Technology is at the forefront of helping people globally adjust as we all navigate the new normal. Nexmed Healthcare Solutions, the strategic partner to UV-D Robots and GoBe Robots for sub-Saharan Africa, is bringing some of the most cutting edge of these new technologies here.

Among those that have arrived is the UV-D Robot. It is able to decontaminate 18 000m² in two-and-a-half hours – that’s two-and-a-half football pitches in less time than it takes to play two football matches.

With the current pandemic severely overstretching hospitals and making our shared spaces no-go areas, an intervention such as this is a game-changer.

Jonathan Burger, Nexmed’s Chief Executive Officer, says: “We manage the entire process end to end – from importation, to delivery, to training, installation, testing and commissioning. With the current pandemic and lockdown, we have successfully completed autonomous installations.

“The UV-D Robots are highly effective in destroying pathogens, including the coronavirus and is thus a highly effective instrument in decontaminating hospitals up to 99.999%. This assists, not only now with the coronavirus pandemic, but post-Covid-19 with a host of other serious superbugs such as MRSA, VRE, CRE, Candida, C Diff, Pseudomonas and more.”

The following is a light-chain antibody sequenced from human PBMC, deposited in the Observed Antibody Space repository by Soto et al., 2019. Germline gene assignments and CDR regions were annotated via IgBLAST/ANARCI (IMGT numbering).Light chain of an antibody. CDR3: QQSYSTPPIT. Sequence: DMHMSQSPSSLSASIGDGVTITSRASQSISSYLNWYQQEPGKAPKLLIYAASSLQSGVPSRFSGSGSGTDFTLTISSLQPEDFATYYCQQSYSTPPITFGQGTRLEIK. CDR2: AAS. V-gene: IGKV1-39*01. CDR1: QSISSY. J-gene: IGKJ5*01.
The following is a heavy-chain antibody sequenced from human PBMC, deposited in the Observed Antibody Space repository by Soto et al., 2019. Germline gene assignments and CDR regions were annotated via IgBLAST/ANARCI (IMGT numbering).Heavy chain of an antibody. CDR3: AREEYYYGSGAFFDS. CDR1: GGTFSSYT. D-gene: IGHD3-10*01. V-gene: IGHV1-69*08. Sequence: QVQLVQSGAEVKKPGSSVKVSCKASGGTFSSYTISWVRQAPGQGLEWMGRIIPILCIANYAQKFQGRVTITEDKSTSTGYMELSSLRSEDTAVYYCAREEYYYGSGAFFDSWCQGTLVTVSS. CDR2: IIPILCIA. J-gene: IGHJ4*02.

How does it work?

The robots are equipped with UV-C light which is germicidal. This means it deactivates the DNA of bacteria, virus and other pathogens and thus destroys their ability to multiply and cause disease. In short, when the organism tries to replicate, it dies.

To put it into perspective the robot, once programmed with the layout of, say, a surgical theatre, can decontaminate it autonomously in just over eight minutes. This means, there is no need for workers to endanger themselves by going into a potentially contaminated area and the process has a significant impact on the reduction of hospital acquired infections (HAI) with some international counterparts seeing between a 40% and 80% reduction in HAI’s, says Burger.

Consider this, according to a new study led by researchers at the University of Birmingham in the UK and the University of Cape Town (UCT), in SA around 146 000 surgeries will be cancelled – including 12 000 oncology procedures – due to the pandemic.